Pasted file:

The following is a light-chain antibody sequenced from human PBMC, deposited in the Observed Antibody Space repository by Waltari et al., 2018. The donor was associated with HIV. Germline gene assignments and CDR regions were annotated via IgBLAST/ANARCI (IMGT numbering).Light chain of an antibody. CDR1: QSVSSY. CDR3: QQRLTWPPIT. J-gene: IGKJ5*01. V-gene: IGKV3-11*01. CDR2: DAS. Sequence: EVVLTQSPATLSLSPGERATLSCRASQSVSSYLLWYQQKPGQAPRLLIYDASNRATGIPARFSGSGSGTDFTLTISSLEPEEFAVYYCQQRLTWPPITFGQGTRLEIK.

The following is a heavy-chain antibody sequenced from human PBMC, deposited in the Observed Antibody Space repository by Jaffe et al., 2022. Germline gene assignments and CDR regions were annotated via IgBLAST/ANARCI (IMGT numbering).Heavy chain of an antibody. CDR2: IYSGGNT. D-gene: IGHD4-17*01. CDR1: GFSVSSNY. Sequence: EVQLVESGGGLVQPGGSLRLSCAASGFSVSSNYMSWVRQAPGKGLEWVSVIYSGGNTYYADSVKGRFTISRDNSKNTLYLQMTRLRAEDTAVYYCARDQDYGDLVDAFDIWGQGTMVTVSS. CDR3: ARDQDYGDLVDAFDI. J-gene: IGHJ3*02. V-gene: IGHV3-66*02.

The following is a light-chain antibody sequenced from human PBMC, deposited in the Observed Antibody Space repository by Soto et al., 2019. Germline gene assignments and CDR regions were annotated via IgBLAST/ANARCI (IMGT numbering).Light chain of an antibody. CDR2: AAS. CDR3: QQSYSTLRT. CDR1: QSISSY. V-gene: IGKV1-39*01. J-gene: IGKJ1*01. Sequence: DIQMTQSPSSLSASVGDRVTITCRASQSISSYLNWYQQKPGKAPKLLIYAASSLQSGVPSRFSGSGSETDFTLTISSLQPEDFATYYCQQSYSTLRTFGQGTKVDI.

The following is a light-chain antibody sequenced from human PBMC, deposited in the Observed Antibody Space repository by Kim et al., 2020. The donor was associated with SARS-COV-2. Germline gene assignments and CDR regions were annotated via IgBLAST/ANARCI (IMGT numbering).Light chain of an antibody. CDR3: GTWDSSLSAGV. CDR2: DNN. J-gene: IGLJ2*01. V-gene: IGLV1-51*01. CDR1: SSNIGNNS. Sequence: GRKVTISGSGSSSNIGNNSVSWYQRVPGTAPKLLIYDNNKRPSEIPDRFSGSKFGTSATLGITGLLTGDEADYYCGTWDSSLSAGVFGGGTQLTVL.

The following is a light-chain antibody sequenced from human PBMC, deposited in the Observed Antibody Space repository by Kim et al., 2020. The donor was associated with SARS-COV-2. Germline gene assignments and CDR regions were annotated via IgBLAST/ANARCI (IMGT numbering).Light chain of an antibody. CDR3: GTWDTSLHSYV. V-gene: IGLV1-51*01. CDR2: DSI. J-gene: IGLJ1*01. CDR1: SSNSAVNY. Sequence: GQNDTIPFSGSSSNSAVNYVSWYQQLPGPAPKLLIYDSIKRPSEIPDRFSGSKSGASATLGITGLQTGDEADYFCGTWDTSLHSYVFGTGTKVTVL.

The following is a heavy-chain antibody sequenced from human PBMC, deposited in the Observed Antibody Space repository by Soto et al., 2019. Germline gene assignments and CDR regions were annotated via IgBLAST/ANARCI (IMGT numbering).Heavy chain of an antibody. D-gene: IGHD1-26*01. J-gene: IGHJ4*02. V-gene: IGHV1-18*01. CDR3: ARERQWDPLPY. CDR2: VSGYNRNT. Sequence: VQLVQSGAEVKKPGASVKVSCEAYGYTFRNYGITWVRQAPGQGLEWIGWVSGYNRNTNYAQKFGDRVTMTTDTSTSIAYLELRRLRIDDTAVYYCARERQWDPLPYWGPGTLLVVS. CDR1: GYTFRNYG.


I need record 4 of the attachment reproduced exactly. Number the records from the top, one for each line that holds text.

The following is a light-chain antibody sequenced from human PBMC, deposited in the Observed Antibody Space repository by Kim et al., 2020. The donor was associated with SARS-COV-2. Germline gene assignments and CDR regions were annotated via IgBLAST/ANARCI (IMGT numbering).Light chain of an antibody. CDR3: GTWDSSLSAGV. CDR2: DNN. J-gene: IGLJ2*01. V-gene: IGLV1-51*01. CDR1: SSNIGNNS. Sequence: GRKVTISGSGSSSNIGNNSVSWYQRVPGTAPKLLIYDNNKRPSEIPDRFSGSKFGTSATLGITGLLTGDEADYYCGTWDSSLSAGVFGGGTQLTVL.